Looking back at the unpleasant traverse above the waterfall cliff. Parker Peak's crags are beyond. |
Easier climbing up ahead.
Gradually, the slope eased and the going got easier. Finally, I reached the creek above the waterfall- actually creeks since two separate branches of Parker Creek meet at the very brink of the falls. I breathed a sigh of relief, and began climbing the slopes of yet another hanging valley for several hundred feet. Another waterfall was passed and I eventually reached the lip of the bench near the Parker Pass Trail very late in the afternoon. Time to look for a place to camp.
Looking back down Parker Creek Canyon from above all the major difficulties. The waterfall is near the lower left where the two creeks meet. Parker Lake is far below.
My camp (actually more of a planned bivouac).
Well, actually what I had in mind was a 'planned bivouac'. My gear was very basic: sleeping bag, tube tent, poncho, sleeping pad, a few extra layers and a small cooking kit. All I needed was a water source and a view- not necessarily in that order. Luckily, there was an abundance of both, so I found a flat spot in the shelter of some scrub pines and enjoyed an evening meal of some macaroni and cheese with a couple of sliced precooked hotdogs thrown into the mix. Mmmmm. Very satisfying.
I spent the rest of the evening watching and photographing the wonderful views that surrounded my camp. The colorful rock and the impressive cliffs of the nearby Sierra peaks put on quite a show as the unseen sun slowly sank in the distant west. Far below, Mono Basin, dominated by the otherworldly array of the Mono Craters, presented itself as vast and as varied as it was beautiful. Deep forests, moonscapes, rivers, lakes, hot springs and volcanic features all bounded by alpine peaks, glaciers, and deep canyons. Who could ask for more? In the distance stood the mighty White Mountains changing colors rather quickly from, well- white, to orange and finally to deep red as it caught the last rays of the setting sun. It was the end of a fine, albeit difficult day in the High Sierra. Time for bed.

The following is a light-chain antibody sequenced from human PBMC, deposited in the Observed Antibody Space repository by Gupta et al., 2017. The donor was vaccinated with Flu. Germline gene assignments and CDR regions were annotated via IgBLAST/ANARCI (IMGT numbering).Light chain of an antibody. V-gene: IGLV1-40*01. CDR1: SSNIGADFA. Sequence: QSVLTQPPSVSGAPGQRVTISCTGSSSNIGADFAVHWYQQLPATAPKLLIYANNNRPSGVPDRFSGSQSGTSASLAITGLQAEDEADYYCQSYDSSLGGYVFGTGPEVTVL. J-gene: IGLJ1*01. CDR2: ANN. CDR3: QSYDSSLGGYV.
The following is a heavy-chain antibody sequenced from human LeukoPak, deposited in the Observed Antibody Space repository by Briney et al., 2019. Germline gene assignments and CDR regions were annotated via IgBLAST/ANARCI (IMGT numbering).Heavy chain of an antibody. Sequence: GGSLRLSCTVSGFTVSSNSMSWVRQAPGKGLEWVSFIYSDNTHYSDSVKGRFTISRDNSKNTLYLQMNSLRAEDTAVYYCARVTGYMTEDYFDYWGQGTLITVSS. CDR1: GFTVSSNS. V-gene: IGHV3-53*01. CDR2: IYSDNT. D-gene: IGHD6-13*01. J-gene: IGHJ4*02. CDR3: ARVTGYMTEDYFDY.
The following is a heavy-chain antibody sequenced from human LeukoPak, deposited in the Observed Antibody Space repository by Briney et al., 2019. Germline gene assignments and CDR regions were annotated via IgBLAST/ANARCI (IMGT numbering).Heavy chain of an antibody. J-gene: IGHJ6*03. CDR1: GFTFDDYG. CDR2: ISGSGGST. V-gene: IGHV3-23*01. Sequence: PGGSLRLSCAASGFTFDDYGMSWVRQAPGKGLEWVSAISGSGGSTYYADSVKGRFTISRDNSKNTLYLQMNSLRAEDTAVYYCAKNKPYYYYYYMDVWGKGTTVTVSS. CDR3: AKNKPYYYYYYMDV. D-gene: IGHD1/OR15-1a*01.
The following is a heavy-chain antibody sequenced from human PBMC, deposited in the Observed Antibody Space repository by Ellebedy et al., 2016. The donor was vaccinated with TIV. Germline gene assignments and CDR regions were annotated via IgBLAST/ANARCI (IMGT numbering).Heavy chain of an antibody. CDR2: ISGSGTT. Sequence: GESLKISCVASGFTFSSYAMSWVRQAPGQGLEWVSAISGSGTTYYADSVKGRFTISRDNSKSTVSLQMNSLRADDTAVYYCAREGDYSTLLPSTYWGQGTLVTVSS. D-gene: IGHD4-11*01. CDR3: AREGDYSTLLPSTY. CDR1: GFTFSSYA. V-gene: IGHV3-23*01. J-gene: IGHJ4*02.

I was up before sunrise and ate a simple breakfast. My usual: A packet of Granola with freeze-dried blueberries and powdered milk. Just tear it open, pour in a cup of cold water and stir. Delicious and the best part was that it met my requirements for camping food: ridiculously simple to prepare, good to eat, and easy to clean up after. I ate, packed up and started hiking just as the sun cleared the eastern horizon.
Sunrise from my camp in Parker Creek Canyon.
Less than 5 minutes later, I reached the Parker Pass Trail which was just above my campsite. From there, the easiest route to the top of my first goal- Koip Peak- would have been to turn south and follow the trail to Koip Peak Pass and head west from there to tag Koip and Kuna. But I wasn't in the mood for 'easiest' on that glorious morning. I wanted to spice things up a little, so I turned right and headed north along the trail toward Parker Pass. I was looking for the entrance to a trail-less hanging canyon to the west that would lead up towards the Kuna Glacier and, ultimately, the high saddle that lies between Kuna and Koip Peaks.
A trail-less canyon heading up for Koip and Kuna Peaks.
I was only on the trail for less than about 10 minutes before I left it at a stream crossing that I knew would lead westward up into the alpine valley I wanted to explore. Cross country travel was easy with a moderate amount of loose talus and a small amount of unpleasant boulder hopping. I was startled by a small flock of nearly invisible grouse that suddenly took off noisily right in front of me. They landed only about 20 feet away so I slowly approached them for a few photographs- setting them off into short flights again and again.
Several grouse encountered in the canyon above the Parker Pass Trail.
A High Sierra Dusky Grouse.
I passed a couple of small tarns and was surprised to find a rather large body of water that was not shown on the topo map (the old 15 minute map, that is). It was the color of turquoise from the glacial silt coming down from the Kuna Glacier just upstream. Cool! Finding an uncharted lake really enhanced my self illusion of exploring new territory. (This lake is shown on the newer 7.5 minute maps.)